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Thursday, February 19, 2015

Why is My Roof So Ugly?

How to Clean Moss and Algae from your Asphalt Roof Shingles
     By John M. Wickline, President

Algae and moss on roof surfaces are just plain ugly and detract from the curb appeal of a home. Some stains are simply just cosmetic concerns, but some stains, if left unattended, can lead to serious damages. No matter, you will likely want to eliminate these unsightly visitors on your roof. As a Home Inspector in Hilton Head, Bluffton, Sun City, and Okatie, SC, I see quite a few roofs with these ugly attachments.

What could be causing the stains?
            Often discoloration is nothing more than shingle erosion on the roof shingles. Roof shingles that are older (approximately 12 to 15 years old) may start to lose surface granules from the shingles, resulting in a dark or black appearance on the shingles. It may be time for a new roof. Hopefully your are not going to have to deal with this problem. Now let’s move on to less expensive conditions that may be the culprit.
            As a Home Inspector in the Hilton Head and Bluffton South Carolina areas, algae is the most common cause of discolorations that I observe. Algae, (sometimes mistakenly referred to as mold or mildew), often starts off as small black stains and spreads out over time. It is a cosmetic concern and not harmful to anything other than the appearance (that all important curb appeal). See Figure 1 for example:
JW Home Inspections, Hilton Head, Bluffton, Sun City, Okatie, SC
Figure 1 Algae on shingles  JW Home Inspections, Inc.

                Inspecting homes in the Hilton Head and surrounding areas, I also find moss and lichens growing on roof surfaces. Soft green and velvety patches of moss, and lichens can both cause damages to roof surfacing (shingles and some other types of roof surfacing materials). Such growths often occur on roofs that are shaded by large trees overhanging and shading the roofs (common in Hilton Head). This is an excellent reason for keeping tree branches trimmed back from the roof, as well as blowing off the debris on roof surfaces. Such growths can actually lead to shingle erosion, as well as curling and cracking of shingles. Also some moss or lichen growths may be dense enough that they form water dams, and allow water to wick underneath the shingles, causing damages. See figure 2 for an example of moss, and figure 3 for an example of lichens.
JW Home Inspections, Hilton Head, Bluffton, Sun City, Okatie, SC, Home Inspector
Figure 2  Moss on shingles  JW Home Inspections, Inc.

Home Inspection, Hilton Head, Bluffton, Sun City, Okatie, SC
Figure 3  Lichens on roof  JW Home Inspections, Inc.
OK, thanks for that information. Now what do I do about these ugly growths?
            Glad you asked. If (and only if) you are comfortable walking a roof and take necessary precautions (ladder safety, harness as necessary, proper shoes, protective clothing and gear, etc.), then you may want to consider cleaning the roof surfaces yourself. If not, please hire a professional. Basically the procedure commonly used is to cover with plastic any plants or objects below the roof line (such as heat pump condensing units, plants, etc.) that may be harmed by a bleach solution. The bleach solution (50/50 solution of bleach and water) is sprayed with a garden sprayer onto the roof surfaces and allowed to set for approximately 20 minutes, and then rinse off with a garden hose (power washers can remove granules from the shingles and cause damage). You may have to get tough with some deposits by using a soft bristle brush on them, without scrubbing too hard. You may also have to spray the solution again and let is set for 30 minutes and rinse. Some staining may remain but will likely wear away with time and exposure to sun and rain.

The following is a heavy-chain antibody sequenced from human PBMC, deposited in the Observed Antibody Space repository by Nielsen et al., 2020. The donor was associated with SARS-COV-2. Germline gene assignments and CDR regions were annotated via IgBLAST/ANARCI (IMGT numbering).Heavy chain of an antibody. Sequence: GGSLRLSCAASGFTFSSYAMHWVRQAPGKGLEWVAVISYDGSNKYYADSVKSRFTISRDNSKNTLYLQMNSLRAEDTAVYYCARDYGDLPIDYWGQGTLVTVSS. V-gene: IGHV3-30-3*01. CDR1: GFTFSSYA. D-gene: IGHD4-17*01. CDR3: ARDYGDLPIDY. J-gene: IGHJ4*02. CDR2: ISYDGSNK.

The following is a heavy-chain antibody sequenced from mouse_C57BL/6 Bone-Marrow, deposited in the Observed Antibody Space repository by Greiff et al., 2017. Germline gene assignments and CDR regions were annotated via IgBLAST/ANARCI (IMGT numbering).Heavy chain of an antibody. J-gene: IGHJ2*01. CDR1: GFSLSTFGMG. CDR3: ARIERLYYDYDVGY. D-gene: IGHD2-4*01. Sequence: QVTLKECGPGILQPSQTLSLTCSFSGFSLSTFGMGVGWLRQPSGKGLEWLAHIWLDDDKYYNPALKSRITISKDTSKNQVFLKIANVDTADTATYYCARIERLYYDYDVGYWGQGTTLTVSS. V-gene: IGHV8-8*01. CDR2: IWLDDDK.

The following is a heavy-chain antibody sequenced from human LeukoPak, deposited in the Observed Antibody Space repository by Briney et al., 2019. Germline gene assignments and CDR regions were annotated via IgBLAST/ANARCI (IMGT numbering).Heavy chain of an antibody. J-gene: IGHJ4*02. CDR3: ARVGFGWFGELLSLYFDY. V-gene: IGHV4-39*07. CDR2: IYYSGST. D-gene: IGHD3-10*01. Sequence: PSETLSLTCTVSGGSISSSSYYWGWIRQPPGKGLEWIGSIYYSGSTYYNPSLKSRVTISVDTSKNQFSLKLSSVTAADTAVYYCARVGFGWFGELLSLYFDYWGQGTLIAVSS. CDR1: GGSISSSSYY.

OK, but how do I prevent these nasty growths from occurring or revisiting?
            Please remain calm. There are effective preventive measures you (or a hired professional) can take. Zinc strips, (see figure 4) can be applied at hips and ridges to prevent or minimize these growths. Copper strips can also be applied (they will make your wallet seem lighter though). Both zinc and copper strips work by having rain fall on them, and small particles of the metals run onto the roof surfaces, thus protecting them like magic. OK, so I am not going to explain the physics behind this mystery, but it’s good to have a mystery in life now and again. If performing this magic act yourself, be sure to follow instructions that come with your strips (please note that I can’t help you in your strip search, you are on your own with that one). Also, as I mentioned before, keep the roof clean and remove tree branches (if possible) to allow more sunlight on the roof. 
Figure 4  Zinc strips

            It really is a job for a professional, since they have the experience and specialized equipment to do the job safely. However, if you insist on doing it yourself, keep safety in mind. It is definitely not worth falling of a roof, so only attempt this if you take all safety precautions. All it takes is one inattentive moment or one small slip, and you will be quickly introduced to Mr. Ground. He is a hard one, and very unforgiving, you can be sure. For information on ladder safety, you can visit the following link: InterNACHI’s article on ladder safety.

Once you get the lichen cleaned from your roof, you will be lichen the looks of your roof more and more. Sorry for that one.

Again, thanks for reading. 

John M. Wickline, President
Serving the Hilton Head, Sun City, Okatie and Bluffton areas in SC
Since 1998

Home Inspector, Hilton Head, SC, JW Home Inspections, Inc.

Home Inspectors, Home Inspection

1 comment:

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